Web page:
PolyU research reveals that short-term study-in-China programmes promote local university students’ intercultural competence and understanding of Mainland China

Since the reunification of Hong Kong with China, economic and social ties between Hong Kong and the Mainland have become more frequent. Amid the rapid economic growth of our country, more employment and business opportunities are created for young people in Hong Kong. To enhance their understanding of and identification with the Nation, local academic institutions have been organising various exchange programmes between China and Hong Kong. A recent Public Policy Research Project conducted by The Hong Kong Polytechnic University (PolyU) revealed that short-term study-in-China programmes enhanced the intercultural competence of local Hong Kong university students. The programmes also positively influenced their perception and attitude towards Mainland China, as well as their identification with the Nation. The findings strongly suggest the importance of further promoting short-term learning opportunities in Mainland China for Hong Kong’s younger generation.

The research project was led by PolyU scholars Dr Lu YU, Associate Professor at the Department of Applied Social Sciences; and Professor Daniel T. L. SHEK, Interim Vice-President (Research and Innovation), Associate Vice President (Undergraduate Programme), Chair Professor of Applied Social Sciences and Li and Fung Professor in Service Leadership Education. The study also had two co-investigators: Dr Shengquan YE of City University of Hong Kong and Dr Mingyue GU of Education University of Hong Kong. Based on a pre- and post-test mixed method design, the study investigated the impact of three major types of short-term study-in-China programmes, including cultural tour programmes, summer term programmes, and service learning programmes, on Hong Kong local university students’ development. A total of 380 local students from eight universities in Hong Kong who are in years one to four of their studies and have participated in various short-term study-in-China programmes in the academic year of 2018/19, took part in the survey before and after joining the programmes. Among this batch of students, over 60% have never lived in the Mainland. The self-reported questionnaire measured students’ intercultural competence, perceptions and attitudes about Mainland China and its people; students’ identification with the Nation; and finally their national identity. Furthermore, individual interviews were conducted with 42 students and 16 programme staff to gain an in-depth understanding of their experiences and opinions about the programmes.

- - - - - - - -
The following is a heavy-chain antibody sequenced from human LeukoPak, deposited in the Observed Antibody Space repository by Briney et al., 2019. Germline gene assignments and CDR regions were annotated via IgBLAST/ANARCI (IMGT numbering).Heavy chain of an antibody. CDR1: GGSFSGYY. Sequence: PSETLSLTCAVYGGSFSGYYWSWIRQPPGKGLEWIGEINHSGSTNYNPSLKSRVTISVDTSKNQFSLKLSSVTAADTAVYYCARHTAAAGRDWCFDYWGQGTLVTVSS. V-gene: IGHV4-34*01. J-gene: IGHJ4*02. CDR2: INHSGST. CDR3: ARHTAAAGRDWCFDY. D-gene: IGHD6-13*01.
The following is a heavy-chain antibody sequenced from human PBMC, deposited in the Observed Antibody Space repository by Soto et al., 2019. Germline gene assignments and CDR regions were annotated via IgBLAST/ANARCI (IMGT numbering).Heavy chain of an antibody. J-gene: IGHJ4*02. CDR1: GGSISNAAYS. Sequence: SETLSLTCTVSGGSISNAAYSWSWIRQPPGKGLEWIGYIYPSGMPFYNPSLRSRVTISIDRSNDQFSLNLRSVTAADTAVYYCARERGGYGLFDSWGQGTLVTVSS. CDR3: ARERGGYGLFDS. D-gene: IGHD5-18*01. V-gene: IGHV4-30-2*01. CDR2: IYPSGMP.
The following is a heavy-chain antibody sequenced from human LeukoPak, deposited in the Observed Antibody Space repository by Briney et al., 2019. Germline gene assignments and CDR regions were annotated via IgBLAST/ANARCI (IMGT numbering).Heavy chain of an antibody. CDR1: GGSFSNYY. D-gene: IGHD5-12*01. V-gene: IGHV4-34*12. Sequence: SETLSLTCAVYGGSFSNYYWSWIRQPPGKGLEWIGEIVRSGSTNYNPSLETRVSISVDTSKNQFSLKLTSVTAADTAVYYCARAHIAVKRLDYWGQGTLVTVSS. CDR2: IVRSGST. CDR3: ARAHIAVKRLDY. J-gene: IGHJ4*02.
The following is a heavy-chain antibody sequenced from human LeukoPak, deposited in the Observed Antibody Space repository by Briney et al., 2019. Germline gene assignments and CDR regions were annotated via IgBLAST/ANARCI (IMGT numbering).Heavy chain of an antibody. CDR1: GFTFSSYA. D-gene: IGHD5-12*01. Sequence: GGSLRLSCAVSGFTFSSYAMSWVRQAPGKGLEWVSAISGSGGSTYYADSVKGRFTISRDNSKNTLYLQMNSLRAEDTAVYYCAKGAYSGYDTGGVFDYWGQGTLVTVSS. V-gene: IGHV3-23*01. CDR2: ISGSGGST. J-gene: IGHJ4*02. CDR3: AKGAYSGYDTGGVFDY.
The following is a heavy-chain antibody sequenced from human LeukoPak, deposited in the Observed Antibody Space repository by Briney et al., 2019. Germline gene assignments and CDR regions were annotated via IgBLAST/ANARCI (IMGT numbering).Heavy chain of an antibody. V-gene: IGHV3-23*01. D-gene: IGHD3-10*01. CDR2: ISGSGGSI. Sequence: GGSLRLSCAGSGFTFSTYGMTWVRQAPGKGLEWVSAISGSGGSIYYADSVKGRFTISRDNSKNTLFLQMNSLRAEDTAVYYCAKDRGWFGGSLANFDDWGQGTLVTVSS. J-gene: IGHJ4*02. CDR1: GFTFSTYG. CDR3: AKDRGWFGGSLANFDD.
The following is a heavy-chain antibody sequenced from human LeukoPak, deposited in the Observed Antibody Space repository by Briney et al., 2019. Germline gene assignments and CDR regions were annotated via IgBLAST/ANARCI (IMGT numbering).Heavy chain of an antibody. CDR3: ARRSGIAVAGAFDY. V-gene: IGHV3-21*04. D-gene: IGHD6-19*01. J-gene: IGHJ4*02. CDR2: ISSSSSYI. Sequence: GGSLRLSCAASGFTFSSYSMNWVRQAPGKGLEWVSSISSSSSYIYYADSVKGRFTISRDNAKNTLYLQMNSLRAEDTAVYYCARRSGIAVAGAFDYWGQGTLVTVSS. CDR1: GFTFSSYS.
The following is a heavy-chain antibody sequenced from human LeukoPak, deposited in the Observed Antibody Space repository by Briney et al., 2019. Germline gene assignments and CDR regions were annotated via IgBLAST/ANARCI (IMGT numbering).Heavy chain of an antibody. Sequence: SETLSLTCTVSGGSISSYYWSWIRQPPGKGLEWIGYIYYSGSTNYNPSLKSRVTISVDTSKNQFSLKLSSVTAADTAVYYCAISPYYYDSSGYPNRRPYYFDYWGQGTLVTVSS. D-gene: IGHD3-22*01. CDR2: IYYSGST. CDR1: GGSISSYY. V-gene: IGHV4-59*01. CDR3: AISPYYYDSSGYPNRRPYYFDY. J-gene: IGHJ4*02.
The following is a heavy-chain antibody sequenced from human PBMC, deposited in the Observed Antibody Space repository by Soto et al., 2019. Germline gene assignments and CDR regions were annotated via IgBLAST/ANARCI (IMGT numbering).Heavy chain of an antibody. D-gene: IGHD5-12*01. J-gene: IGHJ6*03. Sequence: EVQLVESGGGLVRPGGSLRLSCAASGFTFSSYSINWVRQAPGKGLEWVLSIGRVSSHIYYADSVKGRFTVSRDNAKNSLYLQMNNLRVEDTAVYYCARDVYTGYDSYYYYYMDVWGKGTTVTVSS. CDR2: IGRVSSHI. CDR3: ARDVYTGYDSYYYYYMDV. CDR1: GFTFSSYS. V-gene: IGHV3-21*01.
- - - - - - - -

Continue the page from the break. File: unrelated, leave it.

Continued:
Based on the major findings of the study, the research team concluded that despite the relatively short duration of 1-8 weeks staying in Mainland China, the intercultural competence of the participating students increased and they reported more positive attitudes and views toward Mainland China and Chinese people, along with increased identification with the Nation after completing the programmes. Moreover, students with strong internal motivations, proactive learning attitudes, and high openness to new experiences were found to benefit the most from the learning experiences. In addition, having supportive peers, responsible and competent teachers, and high-quality programmes facilitated students’ effective learning.

Professor Daniel SHEK, the leader of the research, said, “The Government has always been supportive of Mainland study programmes that enable young people to gain a better understanding of our country’s development, to learn and broaden their cultural horizons and enhance their sense of belonging. Over the years, PolyU has organised a wide range of Mainland learning programmes with nearly 1,000 students participating each year. However, no systematic evaluation of the effectiveness and impact of the programmes has been conducted in the past, and this study provides an excellent opportunity for us to conduct an in-depth review and make recommendations on policies to enhance the depth and breadth of future programmes.”

Dr Lu YU, who co-led the research with Professor SHEK, added, “It is hoped that the survey will affirm the positive impact of study-in-China programmes on participating students, and the way in which they help enhance young people’s national identity, resulting in a win-win situation for both the Nation and the participants.” She hopes that the study will provide more inspiration for all parties to improve the content and format of short-term study-in-China programmes.